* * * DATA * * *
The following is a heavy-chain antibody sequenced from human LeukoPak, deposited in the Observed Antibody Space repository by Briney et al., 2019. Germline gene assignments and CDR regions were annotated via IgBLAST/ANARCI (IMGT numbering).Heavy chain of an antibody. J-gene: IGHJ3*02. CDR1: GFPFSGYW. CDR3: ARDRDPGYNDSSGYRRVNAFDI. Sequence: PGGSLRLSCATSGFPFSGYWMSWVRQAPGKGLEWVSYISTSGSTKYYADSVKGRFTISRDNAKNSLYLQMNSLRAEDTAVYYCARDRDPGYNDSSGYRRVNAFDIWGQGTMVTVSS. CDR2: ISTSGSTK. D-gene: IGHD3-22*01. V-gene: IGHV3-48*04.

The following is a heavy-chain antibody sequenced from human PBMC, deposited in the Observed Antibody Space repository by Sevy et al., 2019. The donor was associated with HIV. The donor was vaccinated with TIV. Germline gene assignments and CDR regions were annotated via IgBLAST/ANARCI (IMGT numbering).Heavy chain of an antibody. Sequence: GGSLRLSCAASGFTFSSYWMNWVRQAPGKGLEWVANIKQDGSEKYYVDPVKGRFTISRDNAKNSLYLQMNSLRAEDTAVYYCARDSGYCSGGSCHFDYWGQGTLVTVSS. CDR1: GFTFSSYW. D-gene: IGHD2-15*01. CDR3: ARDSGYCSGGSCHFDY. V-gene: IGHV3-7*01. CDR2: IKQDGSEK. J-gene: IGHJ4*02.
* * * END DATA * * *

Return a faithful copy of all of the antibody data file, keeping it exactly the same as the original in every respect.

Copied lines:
The following is a heavy-chain antibody sequenced from human LeukoPak, deposited in the Observed Antibody Space repository by Briney et al., 2019. Germline gene assignments and CDR regions were annotated via IgBLAST/ANARCI (IMGT numbering).Heavy chain of an antibody. J-gene: IGHJ3*02. CDR1: GFPFSGYW. CDR3: ARDRDPGYNDSSGYRRVNAFDI. Sequence: PGGSLRLSCATSGFPFSGYWMSWVRQAPGKGLEWVSYISTSGSTKYYADSVKGRFTISRDNAKNSLYLQMNSLRAEDTAVYYCARDRDPGYNDSSGYRRVNAFDIWGQGTMVTVSS. CDR2: ISTSGSTK. D-gene: IGHD3-22*01. V-gene: IGHV3-48*04.

The following is a heavy-chain antibody sequenced from human PBMC, deposited in the Observed Antibody Space repository by Sevy et al., 2019. The donor was associated with HIV. The donor was vaccinated with TIV. Germline gene assignments and CDR regions were annotated via IgBLAST/ANARCI (IMGT numbering).Heavy chain of an antibody. Sequence: GGSLRLSCAASGFTFSSYWMNWVRQAPGKGLEWVANIKQDGSEKYYVDPVKGRFTISRDNAKNSLYLQMNSLRAEDTAVYYCARDSGYCSGGSCHFDYWGQGTLVTVSS. CDR1: GFTFSSYW. D-gene: IGHD2-15*01. CDR3: ARDSGYCSGGSCHFDY. V-gene: IGHV3-7*01. CDR2: IKQDGSEK. J-gene: IGHJ4*02.